- Pandas - Install Python and Pandas
- Basic Data Structures in Pandas
- Loading and Saving Data using Pandas
- Exploring Data using pandas
- Correlation Analysis using pandas
- Handling Categorical Data and Unique Values using pandas
- Data Visualization using pandas
- Handling Missing Data in Python
- Strategies for Handling Missing Data
- Handling Missing Data - Example - Part 1
- Handling Missing Data - Example - Part 2
- Handling Missing Data - Example - Part 3 (Non-numeric Values)
- Handling Missing Data - Example - Part 4
- Data Transformation and Feature Engineering
- Converting Data Types in Python pandas
- Encoding Categorical Data in Python pandas
- Handling Date and Time Data in Python pandas
- Renaming Columns in Python pandas
- Filtering Rows in a DataFrame in Python
- Merging and Joining Datasets in Python pandas
- Sorting and Indexing Data for Efficient Analysis in Python
Data Visualization using pandas
Beyond simply listing counts and unique values, visualization can greatly aid in comprehending the categorical distribution. Plots can reveal outliers or data errors that aren't always obvious in tables.
We will plot the sector counts that we calculated earlier.
# Visualize the sector distribution
Let’s also create some visualizations on our stocks data. We can plot a time series of closing stock prices of Qualcomm using the following line of code:
# Plotting the closing stock prices
qcom_df['Close'].plot(title='Historical Closing Prices')
This line chart tells us so much more about the fluctuations in the stock’s daily prices. We can also see that the stock is currently on an upward trend. We can also create a histogram of the stock volume.
# Plotting the closing stock prices
A histogram, for example, can immediately show the distribution of trading volumes. Let’s infer some insights from it.
Central Tendency: The bulk of the data seems to cluster on the left side of the histogram, suggesting that on most days, the trading volume is lower rather than higher. Specifically, the trading volume frequently seems to fall below the 0.5 x 10^7 mark (which is 5 million if we interpret the scientific notation correctly).
Skewness: The distribution is right-skewed, with a tail extending towards the higher trading volumes. This indicates that there are days with unusually high trading volumes, but these are less frequent.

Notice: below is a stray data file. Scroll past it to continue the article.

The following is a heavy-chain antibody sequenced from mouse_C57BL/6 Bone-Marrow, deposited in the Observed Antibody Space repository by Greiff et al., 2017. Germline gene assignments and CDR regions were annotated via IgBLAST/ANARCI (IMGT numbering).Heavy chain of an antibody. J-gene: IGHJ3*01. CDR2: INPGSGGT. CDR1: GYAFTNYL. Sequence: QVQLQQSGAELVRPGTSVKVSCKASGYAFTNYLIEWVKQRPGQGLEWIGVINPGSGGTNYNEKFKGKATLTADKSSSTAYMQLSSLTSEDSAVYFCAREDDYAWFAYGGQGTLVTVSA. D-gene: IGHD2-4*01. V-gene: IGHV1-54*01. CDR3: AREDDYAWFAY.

Outliers: The bars on the far right, separated from the cluster of other bars, suggest that there have been days with particularly high trading volumes that are outliers when compared to the typical trading volume.
Volatility Indication: Days with exceptionally high trading volume can be associated with significant news or events affecting the company, such as earnings reports, product announcements, or broader market volatility.
Liquidity: The consistent presence of bars—even if small—across the volume range suggests that Qualcomm's stock has a liquid market with transactions occurring at various volume levels.
Volume Peaks: There are noticeable peaks within the distribution, particularly in the lower volume range. These peaks may represent common volume levels at which trades typically consolidate.
In this section, we've completed our introductory exploration of pandas. We began by introducing pandas and its role in data analysis. This was followed by a discussion on how to install pandas and set up your development environment. We then examined the basic data structures in pandas, namely Series and DataFrame, and explored how to load and save data using these structures. Finally, we touched on basic techniques for exploring your data, including how to generate summary statistics, and create basic visualizations.
In the next section, we will learn about how to manipulate data using pandas, starting with the data cleaning and preprocessing techniques.
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